Fuse Media has filed a complaint with the Federal Communications Commission charging that AT&T and its DirecTV unit are illegally discriminating against it in carriage negotiations and that AT&T’s behavior could drive Fuse into bankruptcy.
The complaint filed on Dec. 11 noted that AT&T's behavior has changed since it acquired Time Warner, now AT&T’s WarnerMedia division. WarnerMedia owns cable networks that compete with, and offers programming that is in some ways similar to what Fuse and its Fuse Music (FM) channels provide.
“AT&T’s conduct would also eliminate the only remaining Latino-owned and managed cable network,” Fuse said in its complaint.
In a statement Fuse said it would fight AT&T’s practices. "AT&T, the largest vertically-integrated media company, is using its immense market power to treat Fuse Media unfairly and unequally, particularly compared with networks that AT&T owns and operates,” Fuse said.
“ Fuse Media is an independent, minority-owned and led media company, and is in fact the only remaining cable network that is Latino-owned, controlled and managed. For 16 years, we have been committed to engaging, entertaining and empowering young, Latino and multicultural Americans; we will always fight relentlessly and vigorously for our audience and against discriminatory practices. Since January, Fuse has been the last English-language network carried by AT&T that serves Latinos,” Fuse said in its statement. “If AT&T truly values minority voices, then their words must match their actions, especially during a time in which our nation is undergoing a seismic social awakening. We are hopeful that AT&T will reverse course and negotiate in good faith moving forward.”
“We treat all programmers fairly, including Fuse,” an AT&T spokesman said. “They want the FCC to order us to provide programming our customers don’t want or value. We look forward to responding.”
In the complaint, Fuse charges that after being mainly non-responsive in negotiations since August, AT&T made an offer to carry Fuse, but Fuse is calling that offer a “mockery.”
Exactly when AT&T’s carriage of Fuse ends was not disclosed.
Fuse is seeking that the FCC enjoin AT&T from further program carriage discrimination and order it to carry Fuse and FM on equitable terms that do now restrict Fuse’s and FM’s ability to compete fairly. Fuse also asks for any other relief the FCC deems appropriate.
In its complaint, Fuse noted it had a similar issue with Comcast. After an FCC order regarding carriage of independent programmers expired on Sept. 1 2018, Comcast dropped Fuse, leading to Fuse declaring bankruptcy in 2019.
“Now Fuse is faced with the same existential threat, now in the hands of the other major vertically integrated distributor,” the complaint said.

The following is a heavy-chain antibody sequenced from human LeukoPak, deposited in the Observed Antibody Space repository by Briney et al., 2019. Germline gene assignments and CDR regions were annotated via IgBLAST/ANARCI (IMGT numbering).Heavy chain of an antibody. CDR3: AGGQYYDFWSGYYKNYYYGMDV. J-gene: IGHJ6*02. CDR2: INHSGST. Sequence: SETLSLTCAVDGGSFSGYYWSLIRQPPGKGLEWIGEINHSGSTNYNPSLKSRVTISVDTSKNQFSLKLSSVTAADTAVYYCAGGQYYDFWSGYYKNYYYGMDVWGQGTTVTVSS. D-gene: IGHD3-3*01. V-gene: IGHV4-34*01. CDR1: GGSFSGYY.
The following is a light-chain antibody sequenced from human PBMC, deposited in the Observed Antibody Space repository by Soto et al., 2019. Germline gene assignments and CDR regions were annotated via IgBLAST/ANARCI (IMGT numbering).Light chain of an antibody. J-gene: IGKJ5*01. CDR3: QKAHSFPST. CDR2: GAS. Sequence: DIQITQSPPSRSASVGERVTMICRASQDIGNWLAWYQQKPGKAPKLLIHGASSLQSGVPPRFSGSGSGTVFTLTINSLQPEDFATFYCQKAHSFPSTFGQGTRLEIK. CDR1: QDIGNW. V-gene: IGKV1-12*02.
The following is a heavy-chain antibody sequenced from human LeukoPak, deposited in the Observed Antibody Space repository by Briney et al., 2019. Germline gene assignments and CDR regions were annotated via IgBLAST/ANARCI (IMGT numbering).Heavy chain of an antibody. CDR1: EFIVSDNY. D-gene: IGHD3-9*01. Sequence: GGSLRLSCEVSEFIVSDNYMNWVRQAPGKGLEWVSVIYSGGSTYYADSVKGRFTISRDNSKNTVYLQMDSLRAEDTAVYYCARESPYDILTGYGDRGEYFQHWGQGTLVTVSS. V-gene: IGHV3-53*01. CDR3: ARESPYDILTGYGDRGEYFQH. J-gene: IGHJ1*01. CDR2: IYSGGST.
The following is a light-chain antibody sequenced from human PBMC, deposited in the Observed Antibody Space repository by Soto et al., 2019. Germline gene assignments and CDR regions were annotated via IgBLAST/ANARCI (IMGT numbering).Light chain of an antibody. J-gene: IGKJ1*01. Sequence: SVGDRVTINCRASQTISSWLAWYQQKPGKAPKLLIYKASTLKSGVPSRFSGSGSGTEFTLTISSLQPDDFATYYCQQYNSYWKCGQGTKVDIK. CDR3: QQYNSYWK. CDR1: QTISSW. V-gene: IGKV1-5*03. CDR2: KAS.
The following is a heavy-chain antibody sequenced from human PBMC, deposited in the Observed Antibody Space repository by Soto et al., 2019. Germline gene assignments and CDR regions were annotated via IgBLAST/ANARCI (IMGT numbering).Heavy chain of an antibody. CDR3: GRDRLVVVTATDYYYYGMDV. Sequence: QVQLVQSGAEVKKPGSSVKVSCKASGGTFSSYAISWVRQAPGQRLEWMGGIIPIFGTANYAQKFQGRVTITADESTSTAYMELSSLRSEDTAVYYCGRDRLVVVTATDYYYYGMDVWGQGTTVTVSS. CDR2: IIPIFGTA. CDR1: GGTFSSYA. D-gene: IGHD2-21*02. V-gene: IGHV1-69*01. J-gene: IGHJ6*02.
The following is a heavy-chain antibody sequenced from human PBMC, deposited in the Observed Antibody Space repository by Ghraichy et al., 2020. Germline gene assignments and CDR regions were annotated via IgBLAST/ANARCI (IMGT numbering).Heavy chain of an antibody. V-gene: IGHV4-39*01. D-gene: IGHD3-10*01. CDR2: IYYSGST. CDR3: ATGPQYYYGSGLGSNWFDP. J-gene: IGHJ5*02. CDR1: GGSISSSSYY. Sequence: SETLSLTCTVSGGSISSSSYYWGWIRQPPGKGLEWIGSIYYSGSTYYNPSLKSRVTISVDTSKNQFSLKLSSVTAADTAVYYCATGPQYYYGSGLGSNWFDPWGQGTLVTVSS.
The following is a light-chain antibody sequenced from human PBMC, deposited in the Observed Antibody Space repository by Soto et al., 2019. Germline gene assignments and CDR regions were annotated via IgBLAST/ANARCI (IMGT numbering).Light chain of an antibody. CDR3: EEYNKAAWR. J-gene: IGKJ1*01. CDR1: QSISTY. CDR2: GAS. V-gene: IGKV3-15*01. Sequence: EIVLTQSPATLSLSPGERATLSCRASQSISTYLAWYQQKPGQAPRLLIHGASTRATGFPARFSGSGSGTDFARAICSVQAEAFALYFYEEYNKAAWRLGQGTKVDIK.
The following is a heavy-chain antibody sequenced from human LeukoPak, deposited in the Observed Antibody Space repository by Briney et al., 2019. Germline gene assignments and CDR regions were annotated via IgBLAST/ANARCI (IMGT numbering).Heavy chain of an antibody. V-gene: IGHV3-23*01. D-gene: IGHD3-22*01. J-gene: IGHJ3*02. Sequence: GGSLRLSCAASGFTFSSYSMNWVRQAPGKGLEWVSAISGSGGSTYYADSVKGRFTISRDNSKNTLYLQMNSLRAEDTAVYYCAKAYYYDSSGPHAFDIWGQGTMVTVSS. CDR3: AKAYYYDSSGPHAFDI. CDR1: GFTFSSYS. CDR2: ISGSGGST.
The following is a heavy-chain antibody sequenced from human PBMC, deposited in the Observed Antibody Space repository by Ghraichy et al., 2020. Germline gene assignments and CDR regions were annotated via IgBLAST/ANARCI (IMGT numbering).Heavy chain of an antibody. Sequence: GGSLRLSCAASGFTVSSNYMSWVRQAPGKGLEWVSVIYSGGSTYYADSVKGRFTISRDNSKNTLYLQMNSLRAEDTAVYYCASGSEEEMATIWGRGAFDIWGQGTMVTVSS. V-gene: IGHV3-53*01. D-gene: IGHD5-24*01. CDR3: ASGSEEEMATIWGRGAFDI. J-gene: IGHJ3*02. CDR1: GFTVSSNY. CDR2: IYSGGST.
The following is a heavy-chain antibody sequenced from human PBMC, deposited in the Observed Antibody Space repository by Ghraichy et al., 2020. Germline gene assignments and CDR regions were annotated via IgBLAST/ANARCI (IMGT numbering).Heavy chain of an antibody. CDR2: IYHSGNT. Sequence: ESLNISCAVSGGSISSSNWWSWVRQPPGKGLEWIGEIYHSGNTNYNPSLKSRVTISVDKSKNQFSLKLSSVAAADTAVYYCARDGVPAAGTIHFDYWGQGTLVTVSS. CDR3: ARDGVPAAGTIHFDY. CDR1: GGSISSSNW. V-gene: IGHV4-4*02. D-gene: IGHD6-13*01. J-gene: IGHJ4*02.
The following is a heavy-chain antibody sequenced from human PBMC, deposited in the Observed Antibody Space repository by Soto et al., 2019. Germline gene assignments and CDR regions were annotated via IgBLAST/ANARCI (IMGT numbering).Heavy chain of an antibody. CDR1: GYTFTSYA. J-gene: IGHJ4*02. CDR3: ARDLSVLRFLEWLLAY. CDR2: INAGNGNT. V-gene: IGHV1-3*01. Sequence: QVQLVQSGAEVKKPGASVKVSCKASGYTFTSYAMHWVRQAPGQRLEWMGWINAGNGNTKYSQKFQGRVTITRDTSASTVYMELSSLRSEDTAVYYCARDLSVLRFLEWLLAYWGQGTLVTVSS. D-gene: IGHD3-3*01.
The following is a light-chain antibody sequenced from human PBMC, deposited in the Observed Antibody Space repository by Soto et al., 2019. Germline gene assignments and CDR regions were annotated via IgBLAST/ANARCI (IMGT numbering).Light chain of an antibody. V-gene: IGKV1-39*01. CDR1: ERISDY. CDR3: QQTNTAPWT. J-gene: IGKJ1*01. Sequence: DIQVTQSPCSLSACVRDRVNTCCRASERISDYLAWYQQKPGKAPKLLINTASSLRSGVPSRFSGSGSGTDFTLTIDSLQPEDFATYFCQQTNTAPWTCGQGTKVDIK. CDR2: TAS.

After emerging from bankruptcy, Fuse management acquired control of the company from a group of private-equity firms, making it a minority-owned media company.
AT&T had carried Fuse under agreements dating back to 2006, according to the complaint. DirecTV also carried Fuse before AT&T acquired DirectTV in 2015. AT&T’s behavior changed after AT&T acquired Time Warner. Fuse was pushed onto a less-distributed tier while WarnerMedia’s Turner cable channels enjoy broad carriage, the complaint said.
With its current agreement about to end, Fuse made a presentation to AT&T in August and followed up fruitlessly until Nov. 25, when Fuse notified AT&T it would be making a complaint to the FCC.
On Dec. 1 Fuse got a counter offer from AT&T that Fuse said was “insultingly hollow.” Beside setting a low sub fee, AT&T sought other undisclosed conditions restricting how Fuse can do business.
In its first count, Fuse charges that it will be “significantly hampered in its ability to compete fairly” under the terms AT&T proposed. Its second count says Fuse will be “significantly" hampered in its ability to attract advertisers.”
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Jon has been business editor of Broadcasting+Cable since 2010. He focuses on revenue-generating activities, including advertising and distribution, as well as executive intrigue and merger and acquisition activity. Just about any story is fair game, if a dollar sign can make its way into the article. Before B+C, Jon covered the industry for TVWeek, Cable World, Electronic Media, Advertising Age and The New York Post. A native New Yorker, Jon is hiding in plain sight in the suburbs of Chicago.